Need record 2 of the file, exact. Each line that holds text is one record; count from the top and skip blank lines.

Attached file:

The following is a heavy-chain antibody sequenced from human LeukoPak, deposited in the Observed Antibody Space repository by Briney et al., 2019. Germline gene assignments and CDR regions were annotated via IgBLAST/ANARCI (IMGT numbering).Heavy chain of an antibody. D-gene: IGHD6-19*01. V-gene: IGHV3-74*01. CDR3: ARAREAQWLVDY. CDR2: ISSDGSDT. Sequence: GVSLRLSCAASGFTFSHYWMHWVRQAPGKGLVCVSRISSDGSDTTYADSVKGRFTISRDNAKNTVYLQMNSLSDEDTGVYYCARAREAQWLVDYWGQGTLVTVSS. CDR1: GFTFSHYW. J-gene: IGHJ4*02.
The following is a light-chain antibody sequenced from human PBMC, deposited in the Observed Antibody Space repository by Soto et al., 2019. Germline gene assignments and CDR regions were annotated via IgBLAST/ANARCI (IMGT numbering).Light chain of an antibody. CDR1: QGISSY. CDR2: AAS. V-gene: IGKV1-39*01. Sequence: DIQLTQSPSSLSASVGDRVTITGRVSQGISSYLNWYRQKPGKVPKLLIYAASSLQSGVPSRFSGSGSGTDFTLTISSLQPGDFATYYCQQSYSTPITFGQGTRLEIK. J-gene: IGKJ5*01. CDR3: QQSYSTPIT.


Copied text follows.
The following is a light-chain antibody sequenced from human PBMC, deposited in the Observed Antibody Space repository by Soto et al., 2019. Germline gene assignments and CDR regions were annotated via IgBLAST/ANARCI (IMGT numbering).Light chain of an antibody. CDR1: QGISSY. CDR2: AAS. V-gene: IGKV1-39*01. Sequence: DIQLTQSPSSLSASVGDRVTITGRVSQGISSYLNWYRQKPGKVPKLLIYAASSLQSGVPSRFSGSGSGTDFTLTISSLQPGDFATYYCQQSYSTPITFGQGTRLEIK. J-gene: IGKJ5*01. CDR3: QQSYSTPIT.